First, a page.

Charlie Mercer, one half of Macon music duet, dies at 89

Country performer found ‘50s fame, longtime local fans

jgaines@macon.comJanuary 3, 2014 

Charles D. “Charlie” Mercer, left, and his brother Wallace performed for many years as the Mercer Brothers. Charlie Mercer died Thursday at the age of 89. Wallace died in 2000.


With the Jan. 2 passing of Charles D. “Charlie” Mercer at age 89, another note in Macon’s long musical history fades into silence.

The Metter native and his brother Wallace, who died in July 2000, performed for many years as the Mercer Brothers. From performances on the Louisiana Hayride radio and TV show as well as the Grand Ole Opry, their country music drew enough of a following to result in a series of records. They played for many years on local radio and TV.

The two young men played music together on the farm before Wallace Mercer was drafted into World War II, said Margaret Mercer, Wallace Mercer’s widow.

“When he got out and came back, Charlie had been talking with ‘Uncle Ned,’” she said. “They started playing with him in the afternoons.”

Lowry “Uncle Ned” Stripling hosted the Hayloft Jamboree on WMAZ -- first on radio and later on TV -- in the 1940s and ‘50s. After more than a year of that, the brothers left for Shreveport, La., to play on the early days of the KWKH radio “Louisiana Hayride” show. The Mercer Brothers often appeared on the show in 1948, according to the 2009 book “Louisiana Fiddlers” by Ron Yule and Bill Burge.

“They ... played shows all over Louisiana and Texas and Arkansas,” Margaret Mercer said. She married Wallace in 1950, when the men returned.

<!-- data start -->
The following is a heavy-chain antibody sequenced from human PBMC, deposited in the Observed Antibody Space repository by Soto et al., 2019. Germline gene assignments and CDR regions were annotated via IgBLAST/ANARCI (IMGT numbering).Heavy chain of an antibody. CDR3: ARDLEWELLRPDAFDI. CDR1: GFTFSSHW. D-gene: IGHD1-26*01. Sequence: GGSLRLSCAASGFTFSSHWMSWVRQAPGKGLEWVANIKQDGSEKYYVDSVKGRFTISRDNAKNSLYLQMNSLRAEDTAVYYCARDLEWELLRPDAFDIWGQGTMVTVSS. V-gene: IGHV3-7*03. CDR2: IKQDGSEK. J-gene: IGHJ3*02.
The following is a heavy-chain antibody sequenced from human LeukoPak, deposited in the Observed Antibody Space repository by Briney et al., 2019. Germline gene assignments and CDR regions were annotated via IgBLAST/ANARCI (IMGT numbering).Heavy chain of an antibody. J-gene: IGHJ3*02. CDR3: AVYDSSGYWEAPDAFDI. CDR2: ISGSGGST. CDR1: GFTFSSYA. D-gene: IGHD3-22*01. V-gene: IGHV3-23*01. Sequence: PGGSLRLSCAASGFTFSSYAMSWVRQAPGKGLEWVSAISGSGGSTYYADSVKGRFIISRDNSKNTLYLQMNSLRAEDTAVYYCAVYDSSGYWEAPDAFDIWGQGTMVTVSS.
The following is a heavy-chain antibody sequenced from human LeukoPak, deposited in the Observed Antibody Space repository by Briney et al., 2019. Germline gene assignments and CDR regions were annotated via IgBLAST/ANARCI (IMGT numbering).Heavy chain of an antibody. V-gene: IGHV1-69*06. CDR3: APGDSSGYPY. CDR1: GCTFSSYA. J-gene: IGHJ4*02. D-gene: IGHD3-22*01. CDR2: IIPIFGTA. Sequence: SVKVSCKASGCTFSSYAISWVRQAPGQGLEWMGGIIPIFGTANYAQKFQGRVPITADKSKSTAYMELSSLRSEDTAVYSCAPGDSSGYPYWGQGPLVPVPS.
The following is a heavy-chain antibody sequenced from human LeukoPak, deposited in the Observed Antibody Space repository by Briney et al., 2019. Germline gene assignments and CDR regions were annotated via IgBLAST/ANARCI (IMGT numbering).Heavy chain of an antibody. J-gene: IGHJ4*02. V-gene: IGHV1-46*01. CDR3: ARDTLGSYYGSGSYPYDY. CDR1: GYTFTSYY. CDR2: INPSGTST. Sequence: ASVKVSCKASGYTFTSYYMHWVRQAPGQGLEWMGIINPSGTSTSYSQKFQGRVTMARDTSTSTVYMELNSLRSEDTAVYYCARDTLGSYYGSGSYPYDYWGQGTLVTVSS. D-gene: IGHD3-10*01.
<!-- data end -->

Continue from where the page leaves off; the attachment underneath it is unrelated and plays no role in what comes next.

Charlie Mercer also married. His wife, Geneva, died Nov. 7, 2013, at age 84.

Soon the brothers were back on WMAZ, performing on a Sunday-morning show that lasted 27 years, Margaret Mercer said. And their fans from the nationwide Louisiana Hayride broadcast could hear them again on Columbia Records, which released the Mercer Brothers’ sound in 1951 and 1952: “If Nickels Were Dimes,” “It Ain’t No Use,” “Me And My Busted Heart,” “No Place To Hang My Hat,” “Tell Me Who,” “What’s He Got That I Ain’t Got,” “Wish Bone” and “You Just Wait And See.”

But they also got jobs at Robins Air Force Base, and sometime around the late 1970s the Mercer Brothers went off the air, Margaret Mercer said.

“Well, they just grew older. They both were married,” she said. “Just one thing and another, and they finally quit.”

In the 1960s Charlie Mercer built a house near where his brother lived on Mount Pleasant Church Road, and in later years they all went to family reunions and other events together, Margaret Mercer said. After Charlie Mercer retired from the base, he worked around the house, traveled a good bit with his wife and was very active with her at First Evangelical Church, Margaret Mercer said.

But music was often on his mind. Charlie Mercer often talked about his days performing and traveling with his brother, she said. The Georgia Music Hall of Fame had a Mercer Brothers exhibit: their guitars, records and tapes, and a couple of shirts they performed in, Margaret Mercer said. The hall opened in Macon in 1996 but disposed of its exhibits when it closed in 2011.

“They offered Wallace’s and Charlie’s things back to us,” Margaret Mercer said. “My son-in-law went and picked them up and brought them back.”

Charlie Mercer was born Sept. 27, 1924, to Johnny and Cora Lee Mercer, according to his obituary. Visitation is scheduled for 1 p.m. to 2 p.m. Sunday at First Evangelical Church, 3969 Mercer University Drive, with the funeral beginning at 2 p.m. Burial will follow in Macon Memorial Park.

To contact writer Jim Gaines, call 744-4489.

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